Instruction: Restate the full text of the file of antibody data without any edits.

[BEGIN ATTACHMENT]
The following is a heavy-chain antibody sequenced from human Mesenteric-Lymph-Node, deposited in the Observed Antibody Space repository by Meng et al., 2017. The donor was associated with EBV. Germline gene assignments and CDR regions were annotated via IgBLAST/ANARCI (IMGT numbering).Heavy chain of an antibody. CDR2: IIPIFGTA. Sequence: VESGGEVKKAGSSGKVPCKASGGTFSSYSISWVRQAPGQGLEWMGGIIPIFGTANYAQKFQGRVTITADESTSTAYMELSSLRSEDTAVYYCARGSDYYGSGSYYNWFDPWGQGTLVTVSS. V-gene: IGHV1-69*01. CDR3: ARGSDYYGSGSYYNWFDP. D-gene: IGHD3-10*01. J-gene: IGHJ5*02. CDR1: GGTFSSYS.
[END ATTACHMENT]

The following is a heavy-chain antibody sequenced from human Mesenteric-Lymph-Node, deposited in the Observed Antibody Space repository by Meng et al., 2017. The donor was associated with EBV. Germline gene assignments and CDR regions were annotated via IgBLAST/ANARCI (IMGT numbering).Heavy chain of an antibody. CDR2: IIPIFGTA. Sequence: VESGGEVKKAGSSGKVPCKASGGTFSSYSISWVRQAPGQGLEWMGGIIPIFGTANYAQKFQGRVTITADESTSTAYMELSSLRSEDTAVYYCARGSDYYGSGSYYNWFDPWGQGTLVTVSS. V-gene: IGHV1-69*01. CDR3: ARGSDYYGSGSYYNWFDP. D-gene: IGHD3-10*01. J-gene: IGHJ5*02. CDR1: GGTFSSYS.